- Constrained optimization introduction
- Lagrange multipliers, using tangency to solve constrained optimization
- Finishing the intro lagrange multiplier example
- Lagrange multiplier example, part 1
- Lagrange multiplier example, part 2
- The Lagrangian
- Meaning of the Lagrange multiplier
- Proof for the meaning of Lagrange multipliers
How a special function, called the "Lagrangian", can be used to package together all the steps needed to solve a constrained optimization problem. Created by Grant Sanderson.
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- The definition of the Lagrangian seems to be linked to that of the Hamiltonian of optimal control theory, i.e. H(x,u, lambda) = f(x,u) + lambda * g(x,u), where u is the control parameter. How does one get from one to the other?(10 votes)
- I had the same question. It seems that Grant has omitted the distinction between the Lagrangian and the Hamiltonian functions. He's essentially written down the Hamiltonian with a minus (-) sign so that you would get the same Lagrange multipliers, only multiplied by -1.(1 vote)
- How can we get the intuition for optimization when inequality constraints are involved. Mainly, how can we visualize KKT conditions?(6 votes)
- What about inequality constraints max f(x), subject to g(x) <= 0 ?(4 votes)
- You can certainly have problems with inequality constraints.
Two things can happen in a problem with an inequality constraint. Either you don't need to go all the way to the constraint (in which case the constraint is known as an inactive constraint) or else we will push up against the constraint (in which case this is equivalent to an equality constraint).(3 votes)
- Here is only problems for maximize. What is with minimizing ? is gradient has to be negative? Thanks(3 votes)
- I guess you could probably minimize by maximizing the negative of the function.(3 votes)
- What if the revenue function peaks within the constraint's area (say at the origin)? The Lagrangian will give us an erroneous result then.(2 votes)
- That’s not on the constraint, so it isn’t a solution. We want the maximum value on the circle.(3 votes)
- Is the Lagrangian equation used in the constrained optimization APIs such as that provided by R? Thanks.(3 votes)
- Is the Lagrangian in anyway connected to the Eigenfunction?(2 votes)
- No, lower-case lambda is used as a symbol for many different things!(2 votes)
- Do we add the lagrange multiplier with the constraint function or deduct it from the maximizing function? I checked 2 mathematical economics books where the lagrange multiplier has been added, not deducted from the objective function.(2 votes)
- i want to know about Lagrangian in classical mechanics.(1 vote)
- I do not understand how we packaged it all together if we do not know lambda. Like we need to solve a system of equations and get lambda out of it. Right? Then how do we provide it as an input to a Lagrangian function before solving the system(1 vote)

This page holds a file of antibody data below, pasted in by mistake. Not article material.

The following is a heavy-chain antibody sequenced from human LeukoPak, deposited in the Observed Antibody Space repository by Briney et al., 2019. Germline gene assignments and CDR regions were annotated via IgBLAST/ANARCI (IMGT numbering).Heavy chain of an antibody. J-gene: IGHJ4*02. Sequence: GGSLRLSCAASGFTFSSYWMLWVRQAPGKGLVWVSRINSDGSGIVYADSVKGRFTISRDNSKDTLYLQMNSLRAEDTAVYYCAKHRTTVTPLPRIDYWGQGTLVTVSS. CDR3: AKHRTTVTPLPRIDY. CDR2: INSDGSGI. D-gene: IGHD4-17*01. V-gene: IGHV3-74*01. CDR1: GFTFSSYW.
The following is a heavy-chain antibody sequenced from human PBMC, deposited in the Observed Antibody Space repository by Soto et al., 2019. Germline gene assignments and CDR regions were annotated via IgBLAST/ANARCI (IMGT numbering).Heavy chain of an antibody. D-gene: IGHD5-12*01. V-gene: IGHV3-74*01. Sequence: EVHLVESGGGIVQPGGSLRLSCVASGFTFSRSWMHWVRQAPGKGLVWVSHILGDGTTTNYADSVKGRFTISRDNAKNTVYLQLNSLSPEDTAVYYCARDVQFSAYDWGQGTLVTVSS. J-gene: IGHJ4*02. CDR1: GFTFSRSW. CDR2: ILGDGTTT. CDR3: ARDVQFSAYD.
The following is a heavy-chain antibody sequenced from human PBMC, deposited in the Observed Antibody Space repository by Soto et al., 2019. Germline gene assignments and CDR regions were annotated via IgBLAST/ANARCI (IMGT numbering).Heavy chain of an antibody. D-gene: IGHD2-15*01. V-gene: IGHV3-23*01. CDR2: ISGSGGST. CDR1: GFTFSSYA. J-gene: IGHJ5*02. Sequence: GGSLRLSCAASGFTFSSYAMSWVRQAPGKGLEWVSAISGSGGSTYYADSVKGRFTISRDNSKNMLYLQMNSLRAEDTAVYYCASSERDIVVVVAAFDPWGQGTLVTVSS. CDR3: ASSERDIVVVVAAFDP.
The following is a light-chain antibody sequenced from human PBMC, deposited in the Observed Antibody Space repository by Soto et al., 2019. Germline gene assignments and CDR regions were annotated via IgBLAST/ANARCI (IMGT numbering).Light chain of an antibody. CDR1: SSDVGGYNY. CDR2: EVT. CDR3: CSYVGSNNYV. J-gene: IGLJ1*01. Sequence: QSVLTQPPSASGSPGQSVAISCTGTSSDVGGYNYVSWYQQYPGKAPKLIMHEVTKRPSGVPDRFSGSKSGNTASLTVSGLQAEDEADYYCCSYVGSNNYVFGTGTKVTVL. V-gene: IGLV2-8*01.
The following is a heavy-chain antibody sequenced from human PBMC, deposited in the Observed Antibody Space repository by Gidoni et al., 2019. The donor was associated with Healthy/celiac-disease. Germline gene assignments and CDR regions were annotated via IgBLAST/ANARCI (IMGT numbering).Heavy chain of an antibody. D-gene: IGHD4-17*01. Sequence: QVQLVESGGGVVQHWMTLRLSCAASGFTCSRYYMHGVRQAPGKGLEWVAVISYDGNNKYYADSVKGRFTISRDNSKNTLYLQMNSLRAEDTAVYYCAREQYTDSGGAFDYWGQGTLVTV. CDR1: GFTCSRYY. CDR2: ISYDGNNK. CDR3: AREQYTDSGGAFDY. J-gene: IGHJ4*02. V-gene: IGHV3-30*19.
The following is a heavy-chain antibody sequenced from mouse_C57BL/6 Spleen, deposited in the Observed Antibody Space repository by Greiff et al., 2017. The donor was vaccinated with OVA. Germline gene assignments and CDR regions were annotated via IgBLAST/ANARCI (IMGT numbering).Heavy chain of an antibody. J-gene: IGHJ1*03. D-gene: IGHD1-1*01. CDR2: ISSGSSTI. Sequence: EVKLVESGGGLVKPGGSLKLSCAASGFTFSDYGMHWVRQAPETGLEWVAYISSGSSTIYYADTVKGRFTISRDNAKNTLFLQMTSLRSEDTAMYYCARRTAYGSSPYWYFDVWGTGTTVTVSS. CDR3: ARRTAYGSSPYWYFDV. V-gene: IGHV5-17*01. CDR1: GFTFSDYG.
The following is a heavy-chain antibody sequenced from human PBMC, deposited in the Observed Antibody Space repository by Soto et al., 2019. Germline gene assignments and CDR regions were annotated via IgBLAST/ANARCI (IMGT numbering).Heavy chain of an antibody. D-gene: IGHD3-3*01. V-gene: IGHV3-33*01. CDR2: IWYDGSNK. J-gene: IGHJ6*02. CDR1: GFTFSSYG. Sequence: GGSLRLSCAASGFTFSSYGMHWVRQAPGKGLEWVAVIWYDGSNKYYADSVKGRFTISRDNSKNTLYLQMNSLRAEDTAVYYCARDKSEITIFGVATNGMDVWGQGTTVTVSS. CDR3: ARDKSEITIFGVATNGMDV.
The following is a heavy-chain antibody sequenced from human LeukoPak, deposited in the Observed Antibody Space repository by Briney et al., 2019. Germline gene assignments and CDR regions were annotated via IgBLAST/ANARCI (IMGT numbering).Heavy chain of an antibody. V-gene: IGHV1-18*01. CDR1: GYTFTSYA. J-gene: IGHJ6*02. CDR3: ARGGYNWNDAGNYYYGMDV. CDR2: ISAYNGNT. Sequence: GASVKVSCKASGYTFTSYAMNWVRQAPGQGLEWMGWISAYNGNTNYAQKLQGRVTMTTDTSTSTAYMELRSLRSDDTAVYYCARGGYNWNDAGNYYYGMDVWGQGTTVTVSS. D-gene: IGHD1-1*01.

- [Lecturer] All right, so today I'm gonna be talking about the Lagrangian. Now we talked about Lagrange multipliers. This is a highly related concept. In fact, it's not really teaching anything new. This is just repackaging stuff that we already know. So to remind you of the setup, this is gonna be a constrained optimization problem setup so we'll have some kind of multivariable function. F of x, y, and the one I have pictured here is, let's see, it's x squared times e to the y times y so what I have shown here is a contour line for this function. So that is, we say what happens if we set this equal to some constant, and we ask about all values of x and y such that this holds, such that this function outputs that constant, and if I choose a different constant, and that contour line can look a little bit different, it's kinda nice that it has similar shapes so that's the function, and we're trying to maximize it. The goal is to maximize this guy, and of course, it's not just that. The reason we call it a constrained optimization problem is 'cause there's some kind of constraint, some kind of other function, g of x, y. In this case, x squared plus y squared, and we want to say that this has to equal some specific amount. In this case, I'm gonna set it equal to four. So we say you can't look at any x, y to maximize this function. You are limited to the values of x and y that satisfy this property, and I talked about this in the last couple of videos, and kind of the cool thing that we found was that you look through the various different contour lines of f, and the maximum will be achieved when that contour line is just perfectly parallel to this contour of g, and you know, a pretty classic example for what these sorts of things could mean, or how it's used in practice is if this was, say a revenue function for some kind of company. You're kind of modeling your revenues based on different choices you could make running that company, and the constraint that you'd have would be, let's say a budget so I'm just gonna go ahead and write budget or B for budget here so you're trying to maximize revenues, and then you have some sort of dollar limit for what you're willing to spend, and these, of course, are just kind of made-up functions. You'd never have a budget that looks like a circle and this kind of random configuration for your revenue but in principle, you know what I mean, right? So the way that we took advantage of this tangency property, and I think this is pretty clever. Let me just kind of redraw it over here. You're looking at the point where the two functions are just tangent to each other is that the gradient, the gradient vector for the thing we're maximizing, which in this case is R, is gonna be parallel or proportional to the gradient vector of the constraint, which in this case is B, is gonna be proportional to the gradient of the constraint, and what this means is that if we were going to solve a set of equations, what you set up is you compute that gradient of R, and it'll involve two different partial derivatives, and you set it equal not to the gradient of B 'cause it's not necessarily equal to the gradient of B but it's proportional with some kind of proportionality constant, lambda. That's kind of a squarely lambda. Lambda. That one doesn't look good either, does it? Why are lambdas so hard to draw? Right, that looks fine. So the gradient of the revenue is proportional to the gradient of the budget, and we did a couple of examples of solving this kind of thing. This gives you two separate equations from the two partial derivatives, and then you use this right here, this budget constraint as your third equation, and the Lagrangian, the point of this video, this Lagrangian function is basically just a way to package up this equation along with this equation into a single entity so it's not really adding new information, and if you're solving things by hand, it doesn't really do anything for you but what makes it nice is that it's something easier to hand a computer, and I'll show you what I mean. So I'm gonna define the Lagrangian itself, which we write with this kind of funky looking script, L, and it's a function with the same inputs that your revenue function or the thing that you're maximizing has along with lambda, along with that Lagrange multiplier, and the way that we define it, and I'm gonna need some extra room so I'm gonna say it's equal to, and kinda define it down here, the revenue function or whatever it is that you're maximizing, the function that you're maximizing minus lambda, that Lagrange multiplier so that's just another input to this new function that we're defining multiplied by the constraint function, in this case, B evaluated at x, y minus whatever that constraint value is. In this case, I put in four so you write minus four. If we wanted to be more general, maybe we would write b for whatever your budget is so over here, you're subtracting off little b so this here is a new multivariable function, right? It's something where you could input x, y, and lambda, and just kind of plug it all in, and you'd get some kind of value, and remember b, in this case, is a constant so I'll go ahead and write that that this right here is not considered a variable. This is just some constant. Your variables are x, y, and lambda. And this would seem like a totally weird and random thing to do if you just saw it out of context, or if it was unmotivated but what's kind of neat, and we'll go ahead and work through this right now is that when you take this, is that when you take the gradient of this function called the Lagrangian, and you set it equal to zero, that's gonna encapsulate all three equations that you need, and I'll show you what I mean by that. So let's just remember the gradient of L, that's a vector. That's got three different components since L has three different inputs. You're gonna have the partial derivative of L with respect to x. You're gonna have the partial derivative of L with respect to y. And then finally the partial derivative of L with respect to lambda, our Lagrange multiplier, which we're considering an input to this function. And remember whenever we write that the vector equals zero, really we mean the zero vector. Often you'll see it in bold if it's in a textbook but what we're really saying is we set those three different functions, the three different partial derivatives all equal to zero so this is just a nice like closed form, compact way of saying that all of its partial derivatives is equal to zero, and let's go ahead and think about what those partial derivatives actually are. So this first one, the partial with respect to x, partial derivative of the Lagrangian with respect to x. It's kinda funny. Now you have all these curly symbols, the curly d, the curly l. It makes it look like you're doing some truly advanced math but really it's just kind of artificial fanciness, right? But anyway so we take the partial derivative with respect to x, and what that equals is well, it's whatever the partial derivative of R with respect to x is minus, and then lambda. From x's perspective, lambda just looks like a constant. So this can be lambda. And then this inside the parenthesis, the partial derivative of that with respect to x, well, it's gonna be whatever the partial derivative of B is with respect to x but subtracting off that constant, that doesn't change the derivative so this right here is the partial derivative of lambda with respect to x. Now if you set that equal to zero. I don't know. I've kind of run out of room on the right here but if you set that equal to zero, that's the same as just saying that the partial derivative of R with respect to x equals lambda times the partial derivative of B with respect to x, and if you think what's gonna happen when you unfold this property, the gradient of R is proportional to the gradient of B written up here. That's just the first portion of this, right? If we're setting the gradients equal, then the first component of that is to say that the partial derivative of R with respect to x is equal to lambda times the partial derivative of B with respect to x. And then if you do this for y, if we take the partial derivative of this Lagrangian function with respect to y, it's very similar, right? It's gonna be, well, you just take the partial derivative of R with respect to y. In fact, it all looks just identical. Whatever R is, you take as partial derivative with respect to y, and then we subtract off. Lambda looks like a constant as far as y is concerned, and then that's multiplied by, well, what's the partial derivative of this term inside the parenthesis with respect to y? Well, it's the partial of B with respect to y. And again, again, if you imagine setting that equal to zero, that's gonna be the same as setting this partial derivative term equal to lambda times this partial derivative term, right? You kind of just bring one to the other side. So this second component of our Lagrangian equals zero equation is just the second function that we've seen in a lot of these examples that we've been doing where you set one of the gradient vectors proportional to the other one, and the only real difference here from stuff that we've seen already, and even then it's not that different is that what happens when we take the partial derivative of this Lagrangian with respect to lambda, and I'll go ahead and give it that kind of green lambda color here. Well, when we take that partial derivative, if we kinda look up with the definition of the function, R, R never has a lambda in it, right? It's purely a function of x and y so that looks just like a constant when we're differentiating with respect to lambda so that's just gonna be zero when we take its partial derivative. And then this next component, B of x, y minus b, all of that just looks like a constant as far as lambda is concerned, right? There's x's, there's y, there is this constant b but none of these things have lambdas in them so when we take the partial derivative with respect to lambda, this just looks like some big constant times lambda itself. So what we're gonna get is I guess we're subtracting off, right? Up here, we're kind of writing a minus sign. We're subtracting off all the stuff that was in those parenthesis, B of x, y minus b, that constant. And this whole thing, if we set that whole thing equal to zero, well, that's pretty much the same as setting B of x, y minus b equal to zero, and that, that's really just the same as saying, "Hey, we're setting B of x, y "equal to that little b," right? Setting this partial derivative of the Lagrangian with respect to the Lagrange multiplier equal to zero boils down to the constraint, right? The third equation that we need to solve. So in that way, setting the gradient of this Lagrangian function equal to zero is just a very compact way of packaging three separate equations that we need to solve the constrained optimization problem, and I'll emphasize that in practice, if you actually see a function for R for the thing that you're maximizing, and a function for the budget, it's much better I think to just directly think about these parallel gradients, and kind of solve it from there because if you construct the Lagrangian, and then compute its gradient, all you're really doing is repackaging it up only to unpackage it again but the point of this, kind of the reason that this is a very useful construct is that computers often have really fast ways of solving things like this, things like the gradient of some function equals zero, and the reason is because that's how you solve unconstrained maximization problems, right? This is very similar to as if we just looked at this function L out of context, and we're asked, "Hey, what is its maximum value? "What are the critical points that it has?" And you said it's gradient equal to zero. So kind of the whole point of this Lagrangian is that it turns our constrained optimization problem involving R and B and this new made-up variable lambda into an unconstrained optimization problem where we're just setting the gradient of some function equal to zero so computers can often do that really quickly so if you just hand the computer this function, it will be able to find you an answer whereas it's harder to say, "Hey computer, "I want you to think about when the gradients are parallel, "and also consider this constraint function." It's just sort of a cleaner way to package it all up. So with that, I'll see you next video where I'm gonna talk about the significance of this lambda term, how it's not just a ghost variable but it actually has a pretty nice interpretation for a given constrained problem.